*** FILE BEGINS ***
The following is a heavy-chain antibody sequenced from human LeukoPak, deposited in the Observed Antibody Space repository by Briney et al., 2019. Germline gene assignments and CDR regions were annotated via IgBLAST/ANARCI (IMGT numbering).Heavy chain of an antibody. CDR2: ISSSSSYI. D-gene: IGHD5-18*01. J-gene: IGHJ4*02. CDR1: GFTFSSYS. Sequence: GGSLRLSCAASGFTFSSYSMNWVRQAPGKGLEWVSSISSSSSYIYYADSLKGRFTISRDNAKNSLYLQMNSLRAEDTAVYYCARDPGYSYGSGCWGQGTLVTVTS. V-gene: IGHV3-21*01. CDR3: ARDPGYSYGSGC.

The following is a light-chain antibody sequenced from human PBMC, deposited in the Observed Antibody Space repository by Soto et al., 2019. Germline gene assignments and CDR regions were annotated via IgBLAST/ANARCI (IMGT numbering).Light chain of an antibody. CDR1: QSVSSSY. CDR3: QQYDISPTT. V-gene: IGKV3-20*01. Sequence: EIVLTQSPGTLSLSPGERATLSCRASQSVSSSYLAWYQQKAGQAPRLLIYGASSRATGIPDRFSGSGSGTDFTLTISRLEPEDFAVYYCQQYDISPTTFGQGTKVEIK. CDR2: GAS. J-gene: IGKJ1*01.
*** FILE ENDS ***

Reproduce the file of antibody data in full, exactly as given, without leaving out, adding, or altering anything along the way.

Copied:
The following is a heavy-chain antibody sequenced from human LeukoPak, deposited in the Observed Antibody Space repository by Briney et al., 2019. Germline gene assignments and CDR regions were annotated via IgBLAST/ANARCI (IMGT numbering).Heavy chain of an antibody. CDR2: ISSSSSYI. D-gene: IGHD5-18*01. J-gene: IGHJ4*02. CDR1: GFTFSSYS. Sequence: GGSLRLSCAASGFTFSSYSMNWVRQAPGKGLEWVSSISSSSSYIYYADSLKGRFTISRDNAKNSLYLQMNSLRAEDTAVYYCARDPGYSYGSGCWGQGTLVTVTS. V-gene: IGHV3-21*01. CDR3: ARDPGYSYGSGC.

The following is a light-chain antibody sequenced from human PBMC, deposited in the Observed Antibody Space repository by Soto et al., 2019. Germline gene assignments and CDR regions were annotated via IgBLAST/ANARCI (IMGT numbering).Light chain of an antibody. CDR1: QSVSSSY. CDR3: QQYDISPTT. V-gene: IGKV3-20*01. Sequence: EIVLTQSPGTLSLSPGERATLSCRASQSVSSSYLAWYQQKAGQAPRLLIYGASSRATGIPDRFSGSGSGTDFTLTISRLEPEDFAVYYCQQYDISPTTFGQGTKVEIK. CDR2: GAS. J-gene: IGKJ1*01.